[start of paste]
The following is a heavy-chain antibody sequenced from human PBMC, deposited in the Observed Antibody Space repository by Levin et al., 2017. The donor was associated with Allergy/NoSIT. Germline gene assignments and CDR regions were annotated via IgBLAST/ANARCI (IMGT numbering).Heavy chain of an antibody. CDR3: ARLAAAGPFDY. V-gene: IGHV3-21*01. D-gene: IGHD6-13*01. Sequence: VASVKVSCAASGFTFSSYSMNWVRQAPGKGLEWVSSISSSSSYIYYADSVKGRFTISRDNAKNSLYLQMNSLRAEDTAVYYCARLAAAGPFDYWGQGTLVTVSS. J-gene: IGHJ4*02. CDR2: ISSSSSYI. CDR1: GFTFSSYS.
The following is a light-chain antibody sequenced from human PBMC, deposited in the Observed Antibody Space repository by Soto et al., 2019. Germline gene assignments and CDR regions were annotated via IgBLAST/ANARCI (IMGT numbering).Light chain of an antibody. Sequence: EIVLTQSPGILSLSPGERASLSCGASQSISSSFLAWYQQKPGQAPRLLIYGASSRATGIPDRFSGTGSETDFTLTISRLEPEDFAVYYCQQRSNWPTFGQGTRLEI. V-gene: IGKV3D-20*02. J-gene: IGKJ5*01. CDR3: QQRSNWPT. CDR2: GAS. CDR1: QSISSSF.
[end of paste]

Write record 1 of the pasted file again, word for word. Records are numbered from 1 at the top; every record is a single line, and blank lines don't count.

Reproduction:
The following is a heavy-chain antibody sequenced from human PBMC, deposited in the Observed Antibody Space repository by Levin et al., 2017. The donor was associated with Allergy/NoSIT. Germline gene assignments and CDR regions were annotated via IgBLAST/ANARCI (IMGT numbering).Heavy chain of an antibody. CDR3: ARLAAAGPFDY. V-gene: IGHV3-21*01. D-gene: IGHD6-13*01. Sequence: VASVKVSCAASGFTFSSYSMNWVRQAPGKGLEWVSSISSSSSYIYYADSVKGRFTISRDNAKNSLYLQMNSLRAEDTAVYYCARLAAAGPFDYWGQGTLVTVSS. J-gene: IGHJ4*02. CDR2: ISSSSSYI. CDR1: GFTFSSYS.